No Fairy Tale

Now these were the people of the province who came up out of the captivity of those exiles whom Nebuchadnezzar the king of Babylon had carried captive to Babylonia. They returned to Jerusalem and Judah, each to his own town. They came with Zerubbabel, Jeshua, Nehemiah, Seraiah, Reelaiah, Mordecai, Bilshan, Mispar, Bigvai, Rehum, and Baanah. The number of the men of the people of Israel: the sons of Parosh, 2,172. The sons of Shephatiah, 372. The sons of Arah, 775. (Ezra 2:1-5)

This was part of my devotional reading this morning. And it went on: 67 verses of names and numbers, including stats on livestock. The Bible has all kinds of stuff like this: genealogies, census counts, lists of supplies and builders for the temple, etc. Why does this matter?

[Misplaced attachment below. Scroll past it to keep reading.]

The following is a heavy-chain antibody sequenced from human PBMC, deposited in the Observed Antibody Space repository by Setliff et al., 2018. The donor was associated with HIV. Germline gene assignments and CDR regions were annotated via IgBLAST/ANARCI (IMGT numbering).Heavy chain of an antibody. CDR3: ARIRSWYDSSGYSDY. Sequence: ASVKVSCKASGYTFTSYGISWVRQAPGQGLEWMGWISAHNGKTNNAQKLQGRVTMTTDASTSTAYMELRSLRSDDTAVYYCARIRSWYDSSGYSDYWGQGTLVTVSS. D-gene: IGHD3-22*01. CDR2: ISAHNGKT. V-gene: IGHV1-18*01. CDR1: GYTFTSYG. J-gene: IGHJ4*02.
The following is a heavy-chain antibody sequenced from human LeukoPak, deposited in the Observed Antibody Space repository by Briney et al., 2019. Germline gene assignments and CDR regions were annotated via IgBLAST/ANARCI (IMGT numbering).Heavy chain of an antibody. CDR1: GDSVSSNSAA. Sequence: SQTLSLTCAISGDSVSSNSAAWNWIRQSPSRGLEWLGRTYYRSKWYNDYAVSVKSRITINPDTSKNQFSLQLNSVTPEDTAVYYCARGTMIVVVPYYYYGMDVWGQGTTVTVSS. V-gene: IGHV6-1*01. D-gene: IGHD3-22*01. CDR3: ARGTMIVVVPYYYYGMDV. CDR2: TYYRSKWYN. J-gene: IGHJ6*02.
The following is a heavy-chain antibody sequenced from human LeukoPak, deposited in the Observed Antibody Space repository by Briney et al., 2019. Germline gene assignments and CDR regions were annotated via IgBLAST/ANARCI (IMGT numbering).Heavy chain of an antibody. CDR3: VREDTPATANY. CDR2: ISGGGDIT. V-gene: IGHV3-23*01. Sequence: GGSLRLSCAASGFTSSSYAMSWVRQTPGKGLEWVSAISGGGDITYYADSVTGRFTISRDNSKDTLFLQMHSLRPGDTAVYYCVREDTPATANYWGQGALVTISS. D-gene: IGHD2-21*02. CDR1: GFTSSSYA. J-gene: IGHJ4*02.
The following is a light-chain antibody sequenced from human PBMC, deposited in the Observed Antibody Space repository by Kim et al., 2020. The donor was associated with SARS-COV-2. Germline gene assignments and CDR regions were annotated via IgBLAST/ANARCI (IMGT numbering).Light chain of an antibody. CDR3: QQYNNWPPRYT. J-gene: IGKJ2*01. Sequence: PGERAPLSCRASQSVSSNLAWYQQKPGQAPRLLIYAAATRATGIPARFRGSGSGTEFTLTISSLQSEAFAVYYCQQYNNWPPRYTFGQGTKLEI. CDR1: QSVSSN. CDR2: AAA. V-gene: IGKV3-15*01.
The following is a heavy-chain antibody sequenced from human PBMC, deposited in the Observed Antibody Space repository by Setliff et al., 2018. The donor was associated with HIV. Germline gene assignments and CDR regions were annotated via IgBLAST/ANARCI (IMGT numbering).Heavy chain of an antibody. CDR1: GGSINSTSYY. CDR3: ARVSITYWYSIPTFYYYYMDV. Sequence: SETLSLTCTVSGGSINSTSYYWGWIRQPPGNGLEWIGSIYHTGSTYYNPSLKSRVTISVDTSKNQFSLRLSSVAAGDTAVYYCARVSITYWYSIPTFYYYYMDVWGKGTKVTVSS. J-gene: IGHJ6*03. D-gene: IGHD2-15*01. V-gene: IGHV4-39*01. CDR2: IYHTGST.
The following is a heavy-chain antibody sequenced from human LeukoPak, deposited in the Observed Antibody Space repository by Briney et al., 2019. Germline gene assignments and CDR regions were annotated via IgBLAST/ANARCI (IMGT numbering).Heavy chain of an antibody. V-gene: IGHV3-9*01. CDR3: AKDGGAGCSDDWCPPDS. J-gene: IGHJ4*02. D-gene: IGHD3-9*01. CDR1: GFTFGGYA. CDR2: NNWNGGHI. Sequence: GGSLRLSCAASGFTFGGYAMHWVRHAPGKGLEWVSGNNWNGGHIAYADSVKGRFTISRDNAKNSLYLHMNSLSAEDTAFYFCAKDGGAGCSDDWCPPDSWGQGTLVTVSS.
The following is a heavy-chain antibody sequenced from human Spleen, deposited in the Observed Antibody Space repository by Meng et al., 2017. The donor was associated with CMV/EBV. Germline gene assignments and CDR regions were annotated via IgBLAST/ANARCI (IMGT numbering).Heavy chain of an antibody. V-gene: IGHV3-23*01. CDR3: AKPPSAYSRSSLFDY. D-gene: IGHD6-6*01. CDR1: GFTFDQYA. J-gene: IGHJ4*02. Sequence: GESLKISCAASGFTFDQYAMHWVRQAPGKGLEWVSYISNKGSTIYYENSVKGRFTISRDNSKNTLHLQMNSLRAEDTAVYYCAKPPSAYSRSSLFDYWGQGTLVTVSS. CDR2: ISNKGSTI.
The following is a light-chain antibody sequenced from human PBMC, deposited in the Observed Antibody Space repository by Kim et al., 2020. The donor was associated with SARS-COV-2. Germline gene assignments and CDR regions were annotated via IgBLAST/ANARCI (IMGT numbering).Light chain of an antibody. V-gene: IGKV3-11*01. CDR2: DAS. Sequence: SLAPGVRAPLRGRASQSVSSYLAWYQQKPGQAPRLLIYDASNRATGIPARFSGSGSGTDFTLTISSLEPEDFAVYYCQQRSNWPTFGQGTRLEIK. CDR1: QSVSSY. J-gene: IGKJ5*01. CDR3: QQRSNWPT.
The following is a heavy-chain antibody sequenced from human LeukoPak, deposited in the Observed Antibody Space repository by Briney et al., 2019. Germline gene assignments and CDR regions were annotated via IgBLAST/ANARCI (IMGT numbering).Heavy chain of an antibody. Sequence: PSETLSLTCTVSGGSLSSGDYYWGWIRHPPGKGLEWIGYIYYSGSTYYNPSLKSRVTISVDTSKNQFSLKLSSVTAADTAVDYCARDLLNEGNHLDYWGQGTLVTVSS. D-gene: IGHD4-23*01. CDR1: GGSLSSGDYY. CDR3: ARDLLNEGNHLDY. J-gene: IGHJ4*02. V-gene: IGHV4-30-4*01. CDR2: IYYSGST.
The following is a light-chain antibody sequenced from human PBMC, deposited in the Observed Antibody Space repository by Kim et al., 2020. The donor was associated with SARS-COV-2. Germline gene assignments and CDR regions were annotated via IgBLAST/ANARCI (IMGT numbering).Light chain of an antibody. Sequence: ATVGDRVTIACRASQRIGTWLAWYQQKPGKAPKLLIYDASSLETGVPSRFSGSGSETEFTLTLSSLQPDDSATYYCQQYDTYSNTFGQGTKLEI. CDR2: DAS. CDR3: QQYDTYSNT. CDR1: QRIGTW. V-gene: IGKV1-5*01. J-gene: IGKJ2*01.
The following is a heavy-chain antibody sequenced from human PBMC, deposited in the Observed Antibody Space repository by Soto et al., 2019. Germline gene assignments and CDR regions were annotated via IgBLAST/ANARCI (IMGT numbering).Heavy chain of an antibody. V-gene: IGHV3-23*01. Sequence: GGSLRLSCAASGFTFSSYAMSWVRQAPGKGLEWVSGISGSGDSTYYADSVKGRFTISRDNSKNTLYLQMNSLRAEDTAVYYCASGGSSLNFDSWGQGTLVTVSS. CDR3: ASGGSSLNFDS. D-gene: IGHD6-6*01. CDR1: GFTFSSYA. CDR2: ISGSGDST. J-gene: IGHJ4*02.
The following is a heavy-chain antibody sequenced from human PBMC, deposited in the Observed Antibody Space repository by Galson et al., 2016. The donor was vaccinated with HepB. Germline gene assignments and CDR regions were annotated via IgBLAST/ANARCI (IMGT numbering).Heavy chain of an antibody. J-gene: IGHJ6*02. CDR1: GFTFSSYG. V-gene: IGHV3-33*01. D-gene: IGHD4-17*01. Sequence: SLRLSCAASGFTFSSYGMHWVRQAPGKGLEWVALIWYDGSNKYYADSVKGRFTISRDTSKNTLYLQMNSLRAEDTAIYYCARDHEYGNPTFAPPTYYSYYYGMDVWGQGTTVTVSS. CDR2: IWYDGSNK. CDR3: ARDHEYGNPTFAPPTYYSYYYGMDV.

It matters because it’s a reminder that the Bible is not just a storybook, and our religion isn’t just a bunch of stories. When we read the Bible we’re not reading fairy tales or myths that were made up to explain how things are. We’re reading actual history– stories of how God intervened in human history, how he interacted with real people in their real world. In about the year 458 BC he brought 42,360 people out of Persia back into Jerusalem to rebuild the temple by moving the heart of a king, Cyrus, to issue a decree in their favor. This is the same God who became flesh, who was born to a poor woman during a census– “the first census taken while Quirinius was governor of Syria.” He is just as real as the things we look around and see– more real, if possible. And he doesn’t leave us alone, or leave a huge gap between us and him, between earth and heaven. He bridges the gap time and time again so that we can be his people– people of a real, actual, historically-relevant God.

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